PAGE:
SGA made history by passing Resolution No. 4, which will see them directly fund a student organization for an event for the first time, at their meeting on Wednesday, Oct. 26.

After a lengthy debate during the meeting on Oct. 19, SGA further discussed the resolution, which would provide funds to Del Square Psi to purchase 5,000 viewing glasses for an event celebrating the Aug. 21, 2017 solar eclipse. The senate ultimately passed it with a 2/3 majority, against the recommendation of Dean of Students and SGA adviser Greg Singleton.

Singleton said at the previous meeting that funding an individual organization could set a precedent and open the door for other organizations to come asking for funds.

While a bill sponsored  by Sen. Frank Burns to allocate funding for NPHC last year was passed by the senate, it was ultimately vetoed by former SGA President Will Roberts. This event was brought up again during the Oct. 26 debate as a reason to not pass the resolution.

Sen. Joseph Spear sponsored the resolution on behalf of Justice Jacob Robertson.

“I think that it will be a great way to benefit the student body,” Spear said.

A few APSU students attended the SGA meeting to show support for the resolution, and applauded its passing.

SGA also discussed Act No. 6. Written by Sen. Thomas Murphy, it would provide SGA the power to oversee and vote on SOC expenditures exceeding $1,500. This lead to another heated debate regarding the ethics of SOC and the method which SOC decides which organizations to fund.

Sen. Rebecca Jacks, one of SGA’s two representatives on SOC, voiced concerns regarding the structure and decision-making of SOC.

“In two months they (SOC) have spent a third of their budget already,” Jacks said. “I noticed there were specific organizations that were repeatedly funded, as well as organizations that were repeatedly not funded that I found concerning.”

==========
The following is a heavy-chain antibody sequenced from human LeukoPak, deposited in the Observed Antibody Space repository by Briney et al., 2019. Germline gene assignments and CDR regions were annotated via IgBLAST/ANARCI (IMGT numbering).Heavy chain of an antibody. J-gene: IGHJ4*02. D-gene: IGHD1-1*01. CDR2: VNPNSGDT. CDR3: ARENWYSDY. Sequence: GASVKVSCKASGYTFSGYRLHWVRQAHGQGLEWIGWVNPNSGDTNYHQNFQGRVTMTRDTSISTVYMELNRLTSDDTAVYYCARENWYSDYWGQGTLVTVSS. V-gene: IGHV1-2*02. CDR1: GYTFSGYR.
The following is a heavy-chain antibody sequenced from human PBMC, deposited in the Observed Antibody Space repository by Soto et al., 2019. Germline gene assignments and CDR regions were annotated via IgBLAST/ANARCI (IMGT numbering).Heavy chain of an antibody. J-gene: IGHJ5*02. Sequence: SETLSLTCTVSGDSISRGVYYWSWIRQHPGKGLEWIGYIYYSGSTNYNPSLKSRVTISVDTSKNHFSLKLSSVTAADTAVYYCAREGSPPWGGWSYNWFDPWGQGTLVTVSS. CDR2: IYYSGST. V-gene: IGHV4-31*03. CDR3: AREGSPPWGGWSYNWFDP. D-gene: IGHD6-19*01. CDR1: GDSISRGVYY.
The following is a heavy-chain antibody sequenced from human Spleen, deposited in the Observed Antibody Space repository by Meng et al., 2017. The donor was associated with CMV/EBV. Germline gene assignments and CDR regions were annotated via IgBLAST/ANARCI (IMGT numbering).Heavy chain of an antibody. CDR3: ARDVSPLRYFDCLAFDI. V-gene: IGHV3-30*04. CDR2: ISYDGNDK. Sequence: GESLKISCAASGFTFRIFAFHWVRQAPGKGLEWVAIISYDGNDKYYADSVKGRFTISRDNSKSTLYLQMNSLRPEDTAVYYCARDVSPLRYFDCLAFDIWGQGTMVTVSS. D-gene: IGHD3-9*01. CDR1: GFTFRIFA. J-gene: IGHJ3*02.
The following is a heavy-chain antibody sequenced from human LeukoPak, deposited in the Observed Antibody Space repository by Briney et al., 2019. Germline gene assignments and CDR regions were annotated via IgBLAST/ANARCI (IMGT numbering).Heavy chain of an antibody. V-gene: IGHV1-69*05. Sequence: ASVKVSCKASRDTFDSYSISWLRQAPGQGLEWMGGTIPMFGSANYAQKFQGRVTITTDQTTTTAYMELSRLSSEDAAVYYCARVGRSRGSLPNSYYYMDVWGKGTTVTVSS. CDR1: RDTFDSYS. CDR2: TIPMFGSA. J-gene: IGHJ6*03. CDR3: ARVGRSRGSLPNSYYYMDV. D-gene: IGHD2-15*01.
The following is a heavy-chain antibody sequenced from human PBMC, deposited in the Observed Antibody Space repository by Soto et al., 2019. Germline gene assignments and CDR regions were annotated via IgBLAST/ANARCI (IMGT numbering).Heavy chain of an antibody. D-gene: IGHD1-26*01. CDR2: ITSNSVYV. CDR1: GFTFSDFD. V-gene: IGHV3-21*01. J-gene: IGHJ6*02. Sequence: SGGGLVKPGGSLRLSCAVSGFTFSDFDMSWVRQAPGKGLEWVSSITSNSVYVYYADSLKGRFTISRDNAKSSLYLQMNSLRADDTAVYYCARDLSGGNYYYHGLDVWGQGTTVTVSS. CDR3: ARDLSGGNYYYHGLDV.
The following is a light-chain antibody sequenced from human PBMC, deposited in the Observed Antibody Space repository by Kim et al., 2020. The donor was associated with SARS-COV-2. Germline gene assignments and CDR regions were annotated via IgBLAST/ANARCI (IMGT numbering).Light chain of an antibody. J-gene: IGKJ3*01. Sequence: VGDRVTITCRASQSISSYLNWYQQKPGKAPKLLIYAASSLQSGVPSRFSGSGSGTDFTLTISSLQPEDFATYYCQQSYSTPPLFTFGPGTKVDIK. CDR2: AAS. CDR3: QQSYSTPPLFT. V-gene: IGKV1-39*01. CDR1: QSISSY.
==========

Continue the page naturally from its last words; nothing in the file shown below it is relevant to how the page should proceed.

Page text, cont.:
Jacks also said she did not support SOC funding an invitation for Adam Ritz to speak at the university.

“I am very concerned about the Student Organization Council, their infrastructure and lack thereof,” Jacks said.

While Murphy said the bill does not delve into the ethics of the decision making of the SOC per se, it would allow the SGA to have more of a voice in the spending of the $30,000 SGA allocates to SOC every year.

Singleton said the SOC was created to alleviate the burden of the SGA, who he said spent 95 percent of their time on budget allocation instead of focusing on legislation before SOC was formed. He also recommended inviting SOC representatives to speak to SGA before making a decision.

Act No.6 was tabled until and will be discussed further after representatives from the SOC are invited to give their perspective to SGA.

The rest of the Murphy Finance Reform Acts, Act Nos.  3, 4 and 5, were passed.

Act No. 3  will require the SGA president to give an official report regarding expenditures exceeding $1,000 not voted on by the Senate within 14 business days of the expense.

Act No. 4 grants the Senate the sole power to approve allocations and expenses taken from the student fees used to fund SGA that exceed $1,500. The legislation was passed after being amended to allow the Executive Council to approve funding and expenses when the Senate is not in session.

Act No. 5 will increase the power of SGA’s vice president by allowing them to vote on legislation even if a tie-breaking vote is unnecessary. According to the legislation, the vice president “shall vote with discretion and only in the event that he or she sees the bill to be of critical importance to SGA.”

Chief Justice Lane Chisenhall was recognized for being appointed as one of two student representatives on the Tennessee Higher Education Commission, as well as the first to be elected to that position from APSU. Chisenhall was also crowned as homecoming king on Oct. 22.

The next SGA meeting will be on Wednesday, Nov. 2, in MMC 305 at 4 p.m.